With the festive season over, understanding the various FBT exemptions can help reduce the cost for employers who played Santa.
Arguably the minor benefit exemption is the most valuable FBT exemption and broadly applies if:
the ‘notional taxable value’ of the benefit is under $300; andhaving regard to certain criteria such as frequency, regularity, associated benefits and valuation issues, it would be unreasonable to treat the benefit as a fringe benefit.
Where the minor benefit exemption applies, no FBT is payable in respect of the benefit provided.
Consequently, no tax deduction and no GST input tax credits can be claimed for the cost of the benefit if that benefit constitutes the provision of entertainment.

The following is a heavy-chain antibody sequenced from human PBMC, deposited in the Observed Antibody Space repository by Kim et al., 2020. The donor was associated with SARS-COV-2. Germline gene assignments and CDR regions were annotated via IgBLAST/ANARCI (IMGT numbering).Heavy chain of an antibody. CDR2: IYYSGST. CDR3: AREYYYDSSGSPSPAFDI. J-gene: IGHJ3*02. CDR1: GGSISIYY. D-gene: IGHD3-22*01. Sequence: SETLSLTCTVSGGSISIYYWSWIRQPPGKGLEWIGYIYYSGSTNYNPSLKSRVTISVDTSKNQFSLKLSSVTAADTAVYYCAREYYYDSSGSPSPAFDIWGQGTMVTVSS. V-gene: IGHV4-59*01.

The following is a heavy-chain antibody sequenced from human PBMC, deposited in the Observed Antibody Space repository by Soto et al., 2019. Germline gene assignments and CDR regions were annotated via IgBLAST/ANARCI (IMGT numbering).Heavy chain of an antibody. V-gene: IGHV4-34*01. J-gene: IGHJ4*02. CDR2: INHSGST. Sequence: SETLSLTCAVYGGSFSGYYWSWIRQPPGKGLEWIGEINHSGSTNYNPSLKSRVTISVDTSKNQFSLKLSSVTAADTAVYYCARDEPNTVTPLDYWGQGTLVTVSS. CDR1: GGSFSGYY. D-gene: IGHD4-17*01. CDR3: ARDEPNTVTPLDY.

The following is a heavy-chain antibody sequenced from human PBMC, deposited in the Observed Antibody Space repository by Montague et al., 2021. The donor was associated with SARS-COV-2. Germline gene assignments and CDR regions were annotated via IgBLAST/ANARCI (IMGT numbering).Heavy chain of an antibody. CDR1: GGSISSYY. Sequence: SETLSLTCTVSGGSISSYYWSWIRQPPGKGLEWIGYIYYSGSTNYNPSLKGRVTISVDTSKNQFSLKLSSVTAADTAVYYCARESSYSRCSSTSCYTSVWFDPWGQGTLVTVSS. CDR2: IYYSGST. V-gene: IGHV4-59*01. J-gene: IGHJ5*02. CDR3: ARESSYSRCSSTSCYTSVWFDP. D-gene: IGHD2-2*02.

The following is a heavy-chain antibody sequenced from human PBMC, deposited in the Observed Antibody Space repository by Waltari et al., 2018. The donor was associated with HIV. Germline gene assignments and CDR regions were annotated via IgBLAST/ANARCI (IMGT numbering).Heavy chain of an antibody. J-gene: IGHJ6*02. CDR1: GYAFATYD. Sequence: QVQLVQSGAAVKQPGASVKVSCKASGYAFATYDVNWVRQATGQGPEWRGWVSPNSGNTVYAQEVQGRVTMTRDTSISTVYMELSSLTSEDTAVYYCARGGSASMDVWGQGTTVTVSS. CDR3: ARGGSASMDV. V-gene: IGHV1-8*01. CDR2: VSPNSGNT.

For many employers, however, avoiding a 47% FBT liability will outweigh the forgone tax deductions and GST credits.
Unfortunately, the application of the minor benefit exemption is often misunderstood.
Notably, it can only apply if the actual method is used.
That is, the exemption cannot apply if either the 50/50 split or 12-week register methods are used to value meal entertainment benefits.
Furthermore, there is no safe harbour or guidance on the number of times benefits can be provided for the exemption to apply.
One the plus side, the $300 threshold is applied per person, per benefit which means that multiple benefits provided to an employee (e.g., a gift
voucher and Christmas lunch) are not added together in determining if the $300 is exceeded.
However, a word of caution! If the less than $300 threshold is exceeded
for an expensive festive season!